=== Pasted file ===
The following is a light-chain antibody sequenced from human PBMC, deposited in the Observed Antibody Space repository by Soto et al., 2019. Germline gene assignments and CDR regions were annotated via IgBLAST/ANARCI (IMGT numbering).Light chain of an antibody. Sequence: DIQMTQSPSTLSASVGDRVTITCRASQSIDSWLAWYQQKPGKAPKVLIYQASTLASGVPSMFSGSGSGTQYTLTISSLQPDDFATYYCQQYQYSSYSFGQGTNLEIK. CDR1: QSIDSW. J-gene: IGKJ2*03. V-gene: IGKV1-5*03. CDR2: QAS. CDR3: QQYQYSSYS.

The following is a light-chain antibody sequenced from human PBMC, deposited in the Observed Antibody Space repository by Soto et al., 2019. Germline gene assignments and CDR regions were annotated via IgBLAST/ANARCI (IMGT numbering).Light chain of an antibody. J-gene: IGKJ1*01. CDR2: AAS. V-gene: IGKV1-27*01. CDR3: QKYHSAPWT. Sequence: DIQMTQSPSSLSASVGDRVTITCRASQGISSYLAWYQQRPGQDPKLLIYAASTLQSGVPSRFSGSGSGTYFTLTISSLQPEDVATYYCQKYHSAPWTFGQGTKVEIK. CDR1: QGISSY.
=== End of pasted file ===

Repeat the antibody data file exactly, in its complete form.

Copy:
The following is a light-chain antibody sequenced from human PBMC, deposited in the Observed Antibody Space repository by Soto et al., 2019. Germline gene assignments and CDR regions were annotated via IgBLAST/ANARCI (IMGT numbering).Light chain of an antibody. Sequence: DIQMTQSPSTLSASVGDRVTITCRASQSIDSWLAWYQQKPGKAPKVLIYQASTLASGVPSMFSGSGSGTQYTLTISSLQPDDFATYYCQQYQYSSYSFGQGTNLEIK. CDR1: QSIDSW. J-gene: IGKJ2*03. V-gene: IGKV1-5*03. CDR2: QAS. CDR3: QQYQYSSYS.

The following is a light-chain antibody sequenced from human PBMC, deposited in the Observed Antibody Space repository by Soto et al., 2019. Germline gene assignments and CDR regions were annotated via IgBLAST/ANARCI (IMGT numbering).Light chain of an antibody. J-gene: IGKJ1*01. CDR2: AAS. V-gene: IGKV1-27*01. CDR3: QKYHSAPWT. Sequence: DIQMTQSPSSLSASVGDRVTITCRASQGISSYLAWYQQRPGQDPKLLIYAASTLQSGVPSRFSGSGSGTYFTLTISSLQPEDVATYYCQKYHSAPWTFGQGTKVEIK. CDR1: QGISSY.